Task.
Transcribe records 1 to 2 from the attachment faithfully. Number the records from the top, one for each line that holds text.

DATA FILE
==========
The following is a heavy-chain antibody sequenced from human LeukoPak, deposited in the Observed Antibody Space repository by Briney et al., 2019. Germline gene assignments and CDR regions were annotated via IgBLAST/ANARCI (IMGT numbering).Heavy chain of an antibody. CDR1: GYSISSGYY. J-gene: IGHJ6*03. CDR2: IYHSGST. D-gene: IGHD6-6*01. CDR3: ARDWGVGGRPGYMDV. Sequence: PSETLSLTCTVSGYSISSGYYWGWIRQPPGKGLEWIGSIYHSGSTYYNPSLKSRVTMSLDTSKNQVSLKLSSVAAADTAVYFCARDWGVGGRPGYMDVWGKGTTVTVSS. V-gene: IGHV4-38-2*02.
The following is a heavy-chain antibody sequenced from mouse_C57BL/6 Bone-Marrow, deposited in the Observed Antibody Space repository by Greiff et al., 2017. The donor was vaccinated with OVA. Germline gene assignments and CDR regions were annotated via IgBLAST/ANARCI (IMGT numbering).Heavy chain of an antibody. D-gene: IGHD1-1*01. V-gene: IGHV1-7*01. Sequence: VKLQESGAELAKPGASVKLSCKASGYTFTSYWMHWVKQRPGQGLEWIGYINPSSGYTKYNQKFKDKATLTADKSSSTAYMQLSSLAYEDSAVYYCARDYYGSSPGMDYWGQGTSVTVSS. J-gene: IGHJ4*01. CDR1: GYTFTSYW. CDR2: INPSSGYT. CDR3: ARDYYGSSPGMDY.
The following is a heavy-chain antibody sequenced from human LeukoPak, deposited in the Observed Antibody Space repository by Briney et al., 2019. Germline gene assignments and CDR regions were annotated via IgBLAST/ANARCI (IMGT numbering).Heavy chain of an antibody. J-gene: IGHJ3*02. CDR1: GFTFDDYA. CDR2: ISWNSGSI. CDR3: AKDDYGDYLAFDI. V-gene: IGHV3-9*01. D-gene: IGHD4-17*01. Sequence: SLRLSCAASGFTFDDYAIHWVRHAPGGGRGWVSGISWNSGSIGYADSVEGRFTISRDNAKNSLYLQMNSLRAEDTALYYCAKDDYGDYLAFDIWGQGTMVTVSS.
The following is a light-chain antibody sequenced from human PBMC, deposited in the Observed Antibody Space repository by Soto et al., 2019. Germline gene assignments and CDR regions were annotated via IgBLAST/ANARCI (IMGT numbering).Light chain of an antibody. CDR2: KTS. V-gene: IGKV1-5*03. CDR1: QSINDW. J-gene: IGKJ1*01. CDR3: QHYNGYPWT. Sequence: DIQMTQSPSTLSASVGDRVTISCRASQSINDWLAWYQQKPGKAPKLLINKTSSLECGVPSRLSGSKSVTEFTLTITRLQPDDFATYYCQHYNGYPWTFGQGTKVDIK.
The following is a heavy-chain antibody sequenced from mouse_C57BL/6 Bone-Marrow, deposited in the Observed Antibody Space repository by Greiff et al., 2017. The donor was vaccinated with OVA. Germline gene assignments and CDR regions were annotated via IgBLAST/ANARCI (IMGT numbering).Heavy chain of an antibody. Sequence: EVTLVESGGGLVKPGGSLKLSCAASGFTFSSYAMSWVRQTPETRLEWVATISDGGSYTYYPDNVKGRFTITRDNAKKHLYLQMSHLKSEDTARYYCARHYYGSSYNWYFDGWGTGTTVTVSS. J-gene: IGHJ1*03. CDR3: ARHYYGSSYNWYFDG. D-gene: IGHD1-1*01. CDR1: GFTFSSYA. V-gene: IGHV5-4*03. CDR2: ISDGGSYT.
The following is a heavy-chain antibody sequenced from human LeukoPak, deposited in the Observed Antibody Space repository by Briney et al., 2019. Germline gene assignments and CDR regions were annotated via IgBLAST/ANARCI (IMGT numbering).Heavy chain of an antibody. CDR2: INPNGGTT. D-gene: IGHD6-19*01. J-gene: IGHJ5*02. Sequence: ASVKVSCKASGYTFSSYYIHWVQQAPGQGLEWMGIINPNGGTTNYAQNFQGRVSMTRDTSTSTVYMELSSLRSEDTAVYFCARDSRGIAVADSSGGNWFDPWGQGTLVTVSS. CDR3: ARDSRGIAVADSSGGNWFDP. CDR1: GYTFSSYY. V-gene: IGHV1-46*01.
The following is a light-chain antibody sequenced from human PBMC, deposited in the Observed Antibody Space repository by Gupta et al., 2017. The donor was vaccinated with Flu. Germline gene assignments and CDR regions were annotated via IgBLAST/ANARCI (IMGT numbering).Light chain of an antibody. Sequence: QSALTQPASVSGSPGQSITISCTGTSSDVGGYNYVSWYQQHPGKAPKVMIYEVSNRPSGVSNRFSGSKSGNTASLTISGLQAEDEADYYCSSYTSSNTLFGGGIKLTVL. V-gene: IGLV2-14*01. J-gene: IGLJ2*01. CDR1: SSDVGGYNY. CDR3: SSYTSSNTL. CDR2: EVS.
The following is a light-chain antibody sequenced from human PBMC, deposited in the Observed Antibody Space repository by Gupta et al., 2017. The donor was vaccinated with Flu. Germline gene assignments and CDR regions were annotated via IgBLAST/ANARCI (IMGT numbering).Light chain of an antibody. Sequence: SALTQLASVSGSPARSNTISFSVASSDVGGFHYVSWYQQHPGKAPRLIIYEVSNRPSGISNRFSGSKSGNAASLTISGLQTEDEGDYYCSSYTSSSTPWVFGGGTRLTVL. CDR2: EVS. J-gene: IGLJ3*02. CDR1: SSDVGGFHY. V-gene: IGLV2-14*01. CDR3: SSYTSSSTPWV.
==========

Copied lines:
The following is a heavy-chain antibody sequenced from human LeukoPak, deposited in the Observed Antibody Space repository by Briney et al., 2019. Germline gene assignments and CDR regions were annotated via IgBLAST/ANARCI (IMGT numbering).Heavy chain of an antibody. CDR1: GYSISSGYY. J-gene: IGHJ6*03. CDR2: IYHSGST. D-gene: IGHD6-6*01. CDR3: ARDWGVGGRPGYMDV. Sequence: PSETLSLTCTVSGYSISSGYYWGWIRQPPGKGLEWIGSIYHSGSTYYNPSLKSRVTMSLDTSKNQVSLKLSSVAAADTAVYFCARDWGVGGRPGYMDVWGKGTTVTVSS. V-gene: IGHV4-38-2*02.
The following is a heavy-chain antibody sequenced from mouse_C57BL/6 Bone-Marrow, deposited in the Observed Antibody Space repository by Greiff et al., 2017. The donor was vaccinated with OVA. Germline gene assignments and CDR regions were annotated via IgBLAST/ANARCI (IMGT numbering).Heavy chain of an antibody. D-gene: IGHD1-1*01. V-gene: IGHV1-7*01. Sequence: VKLQESGAELAKPGASVKLSCKASGYTFTSYWMHWVKQRPGQGLEWIGYINPSSGYTKYNQKFKDKATLTADKSSSTAYMQLSSLAYEDSAVYYCARDYYGSSPGMDYWGQGTSVTVSS. J-gene: IGHJ4*01. CDR1: GYTFTSYW. CDR2: INPSSGYT. CDR3: ARDYYGSSPGMDY.